From time to time I remember the essay question : “Original research = intelligent plagiarism. Discuss”
. Particularly, it comes to mind whenever I come across disparate pieces of information and want to link them. The link in what follows is Sunday (day of the week) and buildings (or rather pictures of buildings) : no claim is made to originality (or intelligence).
On Sunday last (so August 2014) I went to the exhibition at the National Portrait Gallery titled “Virginia Woolf : Art, Life and Vision
A few days earlier I had read the exciting post of Eleonora Rosati on IPKat [ Thursday, 21 August 2014 : Taking a selfie inside the National Gallery: a copyright infringement?
] which brought the news that “following similar moves by a number of other UK institutions .... the National Gallery in London has changed its strict no-photos-(please) policy”.
Was it the case (I asked myself) that the National Portrait
Gallery was one of the “other UK institutions” ? Could I (for example) place myself
in front of T.S. Eliot in this photograph and take a selfie of Virginia Woolf
leaning towards me (replacing T.S. Eliot)?
Alas, the website of the National Portrait Gallery is clear that
“Photography is not permitted in temporary exhibitions or displays with loans”
So no photograph. But two thoughts :
1) on period of copyright : the line (bottom of the
photograph on the website) is (C) National Portrait Gallery London. Lady
Ottoline Morrell took the photograph of Eliot and Woolf in 1924. She died in
1938. So copyright expired in 2008 ?
20 on Representation of
certain artistic works on public display” : Section 62 Copyright,Designs and Patents Act 1988 ('CDPA')
applies to “buildings” and provides
that “The copyright in such .... is not infringed by ...... making a photograph
... of it”. The follow-on is that “ Nor is the copyright infringed by
the issue to the public of copies, or the communication to the public, of
anything whose making was, by virtue of this section, not an infringement
of the copyright”. So presumably I can take a photograph of the building that
is the National Portrait Gallery and include that photograph in a (greetings)
card which I post (online) on social media and post (envelope-with-stamp) to
family and friends and others WITHOUT risk of an allegation of copyright
Sunday a couple of years ago (September 2012) I visited Spa in Belgium
F1 Grand Prix and took a seat in the stand at Eau Rouge
(being an “uphill corner”
on the circuit). So a chord was struck when
Lee Curtis published on the Linked In Group of Automotives+ IP news
that “ ....
Infiniti have applied to register the trade mark EAU ROUGE in the US for cars,
despite the fact the mark has been registered in the EU by the famous race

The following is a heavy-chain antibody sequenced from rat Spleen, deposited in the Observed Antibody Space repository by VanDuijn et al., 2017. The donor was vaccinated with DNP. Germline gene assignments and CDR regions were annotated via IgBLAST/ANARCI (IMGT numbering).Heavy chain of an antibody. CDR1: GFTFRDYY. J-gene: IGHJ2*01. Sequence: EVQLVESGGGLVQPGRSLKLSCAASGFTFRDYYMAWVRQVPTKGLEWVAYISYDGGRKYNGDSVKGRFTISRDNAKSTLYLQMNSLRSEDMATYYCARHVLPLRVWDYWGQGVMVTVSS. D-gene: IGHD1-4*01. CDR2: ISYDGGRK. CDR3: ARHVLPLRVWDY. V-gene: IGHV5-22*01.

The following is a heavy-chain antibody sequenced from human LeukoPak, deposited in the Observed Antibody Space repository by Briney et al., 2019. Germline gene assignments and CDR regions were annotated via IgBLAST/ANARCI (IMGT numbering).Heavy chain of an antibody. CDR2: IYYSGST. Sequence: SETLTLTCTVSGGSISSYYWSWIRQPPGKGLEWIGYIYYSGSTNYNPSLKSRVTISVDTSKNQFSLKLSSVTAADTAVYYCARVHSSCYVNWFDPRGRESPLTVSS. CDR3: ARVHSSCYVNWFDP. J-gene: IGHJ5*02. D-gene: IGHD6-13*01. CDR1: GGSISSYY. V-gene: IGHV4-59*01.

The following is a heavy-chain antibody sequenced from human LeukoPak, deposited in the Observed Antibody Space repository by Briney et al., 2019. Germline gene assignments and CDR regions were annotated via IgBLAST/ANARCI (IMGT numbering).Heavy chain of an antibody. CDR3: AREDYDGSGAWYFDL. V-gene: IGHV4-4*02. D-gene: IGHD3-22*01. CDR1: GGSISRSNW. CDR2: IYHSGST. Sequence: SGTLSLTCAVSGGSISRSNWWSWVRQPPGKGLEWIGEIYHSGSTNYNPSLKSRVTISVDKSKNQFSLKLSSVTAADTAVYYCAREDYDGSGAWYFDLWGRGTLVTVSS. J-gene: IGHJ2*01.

The detail that attracted attention was Lee’s reference to “the UKIPO practice on the registration of the names of famous buildings”. The relevant paragraph in the Manual – headed FAMOUS BUILDINGS (Pictorial representations
(emphasis supplied) or names of well known buildings) - contains the text :
“traders in the area of a famous building, which is likely to be a tourist attraction, should be free to produce mementos and ornaments bearing the name or representation (emphasis supplied) of the building without infringing the rights of another."
Also the text :
“if the building is a tourist attraction then the objection should be raised”.
As to where it leads :
A) If I take a photograph of the building that is the National Portrait Gallery and thereafter distribute this photograph – the law of copyright sanctions this activity : section 62 CDPA 1988 (above)
B) If I take a photograph of the building that is the National Portrait Gallery and try to register this (representation) as a trade mark at the UK Trade Mark Registry, there is likely to be discussion with the Registry as to whether the mark applied for is a famous building / tourist attraction : see Manual / UKIPO practice (above)
C) The interests of the National Portrait Gallery lie in the UK Trade Mark Registry coming to the conclusion that the building that is the National Portrait Gallery is a famous building / tourist attraction so that my attempt to register is refused
D) But such a conclusion means (presumably) that an Application of the National Portrait Gallery to try to register a photograph of the building that is the National Portrait Gallery must also fail.
So (I ask myself) will the public-spirited owners of buildings which have a “Photographic Policy” be amending same with the note “This building is a famous building / tourist attraction” in the hope this deflects / reduces the possibility of a photograph (representation) of that building being registered by a third party as a trade mark ?